Ben:  Yeah. I like how you kind of casually threw my name into the mix of all the titans.

Chris:  Your first and second episode on Rogan broke the internet. I remember when you had to make a blog post on your website just because of all of the stuff that you dropped on there. I was very, very impressed. I was very impressed the first time I heard you. And then, you came back on a couple of weeks later. Yeah, you're in the mix.

Ben:  Thank you. Yeah.

Chris:  So, yeah, that was a good time. And then, I thought, well, these people seem to like having conversations. I've always been curious in that way but didn't really have an outlet, started the show and then, yeah, four years later, we're 450 episodes deep, 50 million plays. Jordan Peterson, Seth Gordon, Ryan Holiday, Aubrey Marcus, blah, blah, blah, blah, blah.

Ben:  Yeah.

Chris:  All of those big hitters. And now, this is where my passion lies.

Ben:  Yeah, yeah. And, you actually, as part of some of this reality TV show stuff that you've done, you've done some modeling and things like that too, yeah?

Chris:  That's correct. Yes, I was a commercial model for most of my 20s. If you can imagine anything that a professional fuckboy would do, that was kind of the career path that I was taking: club promoter, reality TV, model, DJ.

Ben:  Yeah.

Chris:  What are the job titles that would strike that?

Ben:  I'm not familiar with that term. What's a professional fuckboy? What's that mean?

Chris:  Kind of the equivalent of a bit of a ratchet girl in a way. So, he's going out drinking, very sort of bothered about status, partying all of the time, being seen on social media, that sort of stuff. It's a tongue-in-cheek way of referring to it. That wasn't actually what I was interested in, but high level, I took all of the jobs that kind of a professional party boy would have done.

Ben:  Okay, got you. And, where do you actually live?

Chris:  So, right now, I'm in Austin, Texas I'm out here just making friends and enjoying life. But–

Ben:  That's not a Texas accent, Chris.

Chris:  No. But, it's also not the northeast of the UK accent either. So, the UK version of Jersey Shore was filmed in the city that I'm from, Geordie Shore it was called. Yeah, I don't sound like that either. Makes Jersey Shore look PG-13. It makes it look absolutely wimpy.

Ben:  And, do you actually live in Austin, Texas or you're just there visiting?

Chris:  Yeah, extended visit at the moment moving between countries. It's the first time ever since doing the show that I've been able to move around the world. Club promoting kind of tethers you geographically to one location. And, it's the first time I've ever been able to kind of be liberated to go do stuff. And, I do enjoy traveling, so I'm very, very much enjoying it here.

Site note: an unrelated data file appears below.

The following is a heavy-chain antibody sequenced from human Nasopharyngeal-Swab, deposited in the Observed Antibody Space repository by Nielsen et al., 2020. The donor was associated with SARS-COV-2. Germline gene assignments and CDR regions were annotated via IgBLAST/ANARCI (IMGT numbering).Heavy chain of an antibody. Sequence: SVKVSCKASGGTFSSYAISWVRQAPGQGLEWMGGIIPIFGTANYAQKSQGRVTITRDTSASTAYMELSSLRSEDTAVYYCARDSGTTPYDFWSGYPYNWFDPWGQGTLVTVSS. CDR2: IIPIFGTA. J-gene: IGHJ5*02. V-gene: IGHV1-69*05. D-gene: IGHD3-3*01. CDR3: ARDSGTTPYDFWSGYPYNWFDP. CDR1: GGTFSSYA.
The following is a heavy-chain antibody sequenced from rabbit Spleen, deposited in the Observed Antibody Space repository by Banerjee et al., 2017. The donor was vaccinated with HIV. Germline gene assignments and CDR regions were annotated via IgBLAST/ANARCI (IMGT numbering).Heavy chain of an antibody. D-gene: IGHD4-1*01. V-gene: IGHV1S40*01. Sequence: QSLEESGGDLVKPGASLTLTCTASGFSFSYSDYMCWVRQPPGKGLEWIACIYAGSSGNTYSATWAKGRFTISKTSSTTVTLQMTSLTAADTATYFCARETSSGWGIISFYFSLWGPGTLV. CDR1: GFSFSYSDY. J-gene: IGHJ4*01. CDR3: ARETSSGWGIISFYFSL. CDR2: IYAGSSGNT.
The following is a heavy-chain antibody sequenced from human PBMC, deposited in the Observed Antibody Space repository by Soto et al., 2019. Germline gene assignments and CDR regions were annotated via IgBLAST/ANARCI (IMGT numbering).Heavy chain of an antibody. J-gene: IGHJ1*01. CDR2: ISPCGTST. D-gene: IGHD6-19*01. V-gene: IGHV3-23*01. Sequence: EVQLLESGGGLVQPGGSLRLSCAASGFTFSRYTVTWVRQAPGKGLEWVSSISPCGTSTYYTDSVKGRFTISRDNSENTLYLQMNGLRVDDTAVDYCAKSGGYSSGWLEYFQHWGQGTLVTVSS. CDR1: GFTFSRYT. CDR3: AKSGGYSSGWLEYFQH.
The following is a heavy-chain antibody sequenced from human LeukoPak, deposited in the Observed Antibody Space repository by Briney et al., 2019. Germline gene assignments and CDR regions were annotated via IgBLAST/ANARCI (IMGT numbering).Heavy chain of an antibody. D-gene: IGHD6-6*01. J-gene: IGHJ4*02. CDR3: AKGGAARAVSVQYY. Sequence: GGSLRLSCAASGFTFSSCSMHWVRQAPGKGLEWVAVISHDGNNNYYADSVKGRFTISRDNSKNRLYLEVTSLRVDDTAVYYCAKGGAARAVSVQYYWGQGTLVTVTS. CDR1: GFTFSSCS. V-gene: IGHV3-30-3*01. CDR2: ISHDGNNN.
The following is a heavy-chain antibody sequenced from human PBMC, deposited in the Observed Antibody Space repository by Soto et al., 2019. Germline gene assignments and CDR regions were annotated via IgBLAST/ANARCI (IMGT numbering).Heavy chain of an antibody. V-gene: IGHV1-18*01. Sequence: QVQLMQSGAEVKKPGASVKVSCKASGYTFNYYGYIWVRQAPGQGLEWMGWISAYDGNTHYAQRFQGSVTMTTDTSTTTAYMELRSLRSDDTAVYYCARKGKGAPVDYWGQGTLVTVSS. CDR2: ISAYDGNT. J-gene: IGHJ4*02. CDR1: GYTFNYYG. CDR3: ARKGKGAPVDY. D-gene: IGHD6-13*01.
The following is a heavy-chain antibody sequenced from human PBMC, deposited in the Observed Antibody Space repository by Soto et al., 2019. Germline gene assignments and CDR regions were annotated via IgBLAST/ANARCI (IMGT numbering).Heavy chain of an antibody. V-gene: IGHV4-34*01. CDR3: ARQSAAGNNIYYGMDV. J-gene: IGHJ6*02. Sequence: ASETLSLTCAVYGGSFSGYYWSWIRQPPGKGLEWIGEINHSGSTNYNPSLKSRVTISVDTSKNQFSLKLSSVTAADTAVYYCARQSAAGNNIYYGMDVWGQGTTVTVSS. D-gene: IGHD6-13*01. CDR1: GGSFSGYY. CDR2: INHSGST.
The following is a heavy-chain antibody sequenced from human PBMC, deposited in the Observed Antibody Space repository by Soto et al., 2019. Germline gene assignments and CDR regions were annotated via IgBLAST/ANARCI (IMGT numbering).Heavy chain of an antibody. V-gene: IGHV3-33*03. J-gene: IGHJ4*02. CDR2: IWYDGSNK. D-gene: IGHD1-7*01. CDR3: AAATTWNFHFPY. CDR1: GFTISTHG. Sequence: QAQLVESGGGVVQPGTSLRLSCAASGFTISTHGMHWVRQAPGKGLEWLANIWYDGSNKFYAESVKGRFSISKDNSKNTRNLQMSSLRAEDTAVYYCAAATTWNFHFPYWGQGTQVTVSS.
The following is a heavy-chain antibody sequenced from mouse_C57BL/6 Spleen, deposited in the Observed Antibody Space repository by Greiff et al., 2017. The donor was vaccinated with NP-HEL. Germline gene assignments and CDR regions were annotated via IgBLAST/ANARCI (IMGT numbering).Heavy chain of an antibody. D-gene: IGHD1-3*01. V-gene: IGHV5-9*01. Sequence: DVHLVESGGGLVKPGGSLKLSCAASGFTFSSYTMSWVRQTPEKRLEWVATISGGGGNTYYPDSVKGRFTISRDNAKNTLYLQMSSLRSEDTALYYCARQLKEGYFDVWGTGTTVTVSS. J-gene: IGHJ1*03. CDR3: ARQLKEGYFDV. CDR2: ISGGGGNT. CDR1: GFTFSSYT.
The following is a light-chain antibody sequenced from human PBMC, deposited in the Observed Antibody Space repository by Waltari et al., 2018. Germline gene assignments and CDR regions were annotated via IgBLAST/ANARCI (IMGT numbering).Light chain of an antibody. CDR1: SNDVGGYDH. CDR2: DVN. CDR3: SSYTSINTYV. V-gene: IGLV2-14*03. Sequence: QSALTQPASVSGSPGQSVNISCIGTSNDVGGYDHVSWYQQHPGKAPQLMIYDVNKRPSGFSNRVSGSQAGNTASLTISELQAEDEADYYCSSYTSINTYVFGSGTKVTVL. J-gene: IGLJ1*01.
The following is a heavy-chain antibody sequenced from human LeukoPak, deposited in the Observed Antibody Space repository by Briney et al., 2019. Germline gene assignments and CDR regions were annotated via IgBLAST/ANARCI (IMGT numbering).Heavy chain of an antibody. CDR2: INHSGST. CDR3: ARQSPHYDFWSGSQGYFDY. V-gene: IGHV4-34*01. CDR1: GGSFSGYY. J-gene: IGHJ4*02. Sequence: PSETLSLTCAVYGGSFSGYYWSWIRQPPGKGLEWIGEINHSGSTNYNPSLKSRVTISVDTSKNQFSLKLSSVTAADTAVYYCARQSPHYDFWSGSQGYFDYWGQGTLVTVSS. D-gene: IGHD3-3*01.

Ben:  Yeah, yeah. You and the rest of the world are moving to that trendy place called Austin, Texas. I'll actually be there in a few weeks for an event called the Paleo FX, which is kind of like a gathering of a bunch of people who think we ought to live like cavemen still who apparently don't realize the horrible deaths that can be induced by things like saber-toothed tigers and starvation and living in caves.

Chris:  They don't mean that, they mean grain-free [BLEEP] granola. That's what they mean.

Ben:  Right. Because we all know that paleo man as they fended off wild beasts with spears and hunted down wooly mammoth to feed their starving families would have absolutely stepped back in absolute shock and withdrawn and curled into a fetal position should you have offered them a bag of, I don't know, granola that has–

Chris:  Paleonola Granola, yes.

Ben:  Yes, yes. There are few holes in that whole theory.

Anyway, so back to and perhaps a little bit relevant to paleo and fitness and all this jazz, you having been a model and talked to a lot of these people who are into lifehacking and optimization of not just life but also fitness, and movement patterns, and nutrition, and things alike.

I'm curious to hear about what your average daily routine looks like. And, one of the reasons I ask this, Chris, too is I find it interesting when I interview people who are also prolific podcasters like yourself who seem to pick up a lot of tips and tricks here along the way from people that they've interviewed and incorporate them how those kind of get fleshed out in your daily routine. And, I might interrupt you a little bit, we might rabbit hole a little bit. But, can you get into some of your big wins on a daily basis?

Chris:  Absolutely, yes. So, I'm huge into morning routines. It's so, so important. If I win the morning, then I tend to win the rest of the day. So, for me, wake up in Austin is usually around 7:00, 7:30, something like that. Upon waking, Elements, salt in water, I absolutely love them. I think that what they do is great and the flavors are fantastic. I really look forward to having that. So, it's usually maybe 400 mLs of water from the fridge.

Ben:  Yeah. And, by the way, as I promised, I'll interrupt you a few times as you go.

This Elements stuff, I hear a lot of people talking about it nowadays. I should probably know more about it because I'm supposed to know a lot about the nutrition industry. But, what is it about Element that's so amazing?